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Thread: Broken Steering Gear Box Horn Wire Tube

  1. #1
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    Broken Steering Gear Box Horn Wire Tube

    Hi all,

    I couldn't find this in any threads, so I figured I would ask. I broke off the little metal tube in the steering gear box when I was taking the steering worm gear out during my initial teardown (I was an idiot and didn't look closely at what I was doing). I looked online and I can't find a replacement part for that anywhere (suggestions?). It's a Ross box out of a 1955 CJ5. I got the tube straightened out and tried to use JB Weld to stick it back on (I don't have a welder and a friend said to give it a try). I couldn't get it to stick on there straight and seal, and I figured I would rather have no horn and a sealed (non-leaky) box. Has anyone else run into this? I had thoughts of trying to get a new piece of metal tube welded in there or using some other type of tubing, but I'm not sure what would work or by a viable option and wouldn't wear out and create problems for me later. My other plan was to find a short bolt that would thread in there and screw it in with thread lock and not worry about it. Thoughts?

    Any advice would be appreciated!

    -Alex

  2. #2
    Super Moderator bmorgil's Avatar
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    Epoxy would have been my thought also. I am assuming you are talking about the tube the horn wire goes through. I would try Brake Line tubing. You may be able to make another one out of it. The epoxy should work. It has to be very clean. I always pass a little flame over the two parts to be glued if possible. That will burn off any oil you cant see.

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    Thanks! I will give the epoxy another try.

  4. #4
    Super Moderator bmorgil's Avatar
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    alove, give these guys a call. https://www.midweststeering.com/ They have a lot of steering gear knowledge.They have a lot of tech about all types of steering gear. This TRW/Ross box diagram from them is very close. https://www.midweststeering.com/wp-c...ds/253-TRW.pdf The Ross box in the Willys, was used in everything from cars and trucks, to tractors.

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    Super Moderator gmwillys's Avatar
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    In my opinion, I would cut you a piece of copper tubing, flair the end that comes out the bottom, (to the outside air) and sweat it in with a plumbers torch. If you use the 00 corn head grease or equivalent, then you really don't have much issue with it leaking out. The tube only has to be as long as the oil level within the gear box. When I installed the new horn button and wire on my 2A, the tube was only about 6" long inside the column. Just aggravating enough that you are hard pressed to feed the wire from the top without a brazing rod run up from the bottom to fish the wire through to the bottom.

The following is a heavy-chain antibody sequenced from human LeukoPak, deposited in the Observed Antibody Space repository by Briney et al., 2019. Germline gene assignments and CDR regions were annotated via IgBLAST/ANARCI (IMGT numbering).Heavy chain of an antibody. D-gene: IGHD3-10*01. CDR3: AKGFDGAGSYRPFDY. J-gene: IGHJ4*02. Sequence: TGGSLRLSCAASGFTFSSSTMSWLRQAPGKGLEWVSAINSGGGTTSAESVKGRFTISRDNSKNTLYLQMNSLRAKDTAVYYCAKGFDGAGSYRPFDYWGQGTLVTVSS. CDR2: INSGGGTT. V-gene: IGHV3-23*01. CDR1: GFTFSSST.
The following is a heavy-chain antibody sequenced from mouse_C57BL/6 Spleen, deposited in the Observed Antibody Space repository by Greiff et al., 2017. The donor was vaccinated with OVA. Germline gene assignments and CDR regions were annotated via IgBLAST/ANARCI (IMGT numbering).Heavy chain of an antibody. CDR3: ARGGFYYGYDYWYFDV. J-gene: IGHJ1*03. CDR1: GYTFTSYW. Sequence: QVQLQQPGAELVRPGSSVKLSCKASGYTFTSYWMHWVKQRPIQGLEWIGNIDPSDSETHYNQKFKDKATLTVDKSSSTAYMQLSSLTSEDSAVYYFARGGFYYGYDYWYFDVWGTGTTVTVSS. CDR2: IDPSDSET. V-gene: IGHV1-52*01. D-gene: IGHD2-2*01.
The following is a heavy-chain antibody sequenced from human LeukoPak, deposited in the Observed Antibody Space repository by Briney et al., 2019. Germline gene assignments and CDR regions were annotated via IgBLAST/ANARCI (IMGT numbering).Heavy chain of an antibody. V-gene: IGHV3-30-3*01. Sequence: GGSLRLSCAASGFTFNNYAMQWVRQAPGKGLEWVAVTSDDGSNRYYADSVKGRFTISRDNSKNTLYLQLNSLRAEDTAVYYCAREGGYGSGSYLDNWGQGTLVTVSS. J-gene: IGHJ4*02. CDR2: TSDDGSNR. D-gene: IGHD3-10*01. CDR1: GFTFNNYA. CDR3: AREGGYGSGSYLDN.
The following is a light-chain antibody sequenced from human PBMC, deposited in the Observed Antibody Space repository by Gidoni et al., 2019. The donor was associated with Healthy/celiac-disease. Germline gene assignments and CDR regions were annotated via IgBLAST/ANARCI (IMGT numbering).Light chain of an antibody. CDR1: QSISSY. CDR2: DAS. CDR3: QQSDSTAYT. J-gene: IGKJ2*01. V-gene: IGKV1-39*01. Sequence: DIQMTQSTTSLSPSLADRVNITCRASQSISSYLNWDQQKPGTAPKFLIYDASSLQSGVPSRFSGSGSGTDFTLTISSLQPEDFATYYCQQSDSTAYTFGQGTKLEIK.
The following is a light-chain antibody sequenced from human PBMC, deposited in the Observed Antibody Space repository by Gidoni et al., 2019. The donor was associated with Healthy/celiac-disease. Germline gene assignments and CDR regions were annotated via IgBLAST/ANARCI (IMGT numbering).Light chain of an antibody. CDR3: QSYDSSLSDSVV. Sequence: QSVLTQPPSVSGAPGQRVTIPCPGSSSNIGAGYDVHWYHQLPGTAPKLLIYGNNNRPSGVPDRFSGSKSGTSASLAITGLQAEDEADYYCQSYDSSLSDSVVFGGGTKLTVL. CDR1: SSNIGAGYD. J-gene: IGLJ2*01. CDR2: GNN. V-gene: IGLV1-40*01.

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    What is the corn head grease? I read a thread about people using it in their dif boxes. I was under the impression that gear oil was used in both the steering box and the axles (but apparently a different type). I was going to put some 80/90 in my front and rear axles (per a friend's recommendation), but what type of lube would you all recommend for the steering gear box?

  7. #7
    Super Moderator gmwillys's Avatar
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    The corn head grease is a 00 viscosity oil/grease that is thick as a liquid gets at room temperature. It is what is an equivalent to what is called out for the Ross steering box. Gear lube will give you a guaranteed leak and doesn't adhere to the steering sector as well as a thick grease. Farm implement dealers/supply stores can get or have the corn head grease in stock. Amazon is a good source as well. https://www.amazon.com/John-Deere-Co.../dp/B00CSBOLL8

  8. #8
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    Good to know! I will pick some up! Should any be used in the diff boxes? I read a thread a while back where someone recommended using it on the spider gears. Would I be ok with 80/90 gear oil alone?

  9. #9
    Super Moderator bmorgil's Avatar
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    Two popular popular subjects tn the tech section threads! Here you go. The transmission lube thread has info on the axles as well.

    https://willysjeepforum.kaiserwillys...ox-Lubrication

    https://willysjeepforum.kaiserwillys...d-transmission

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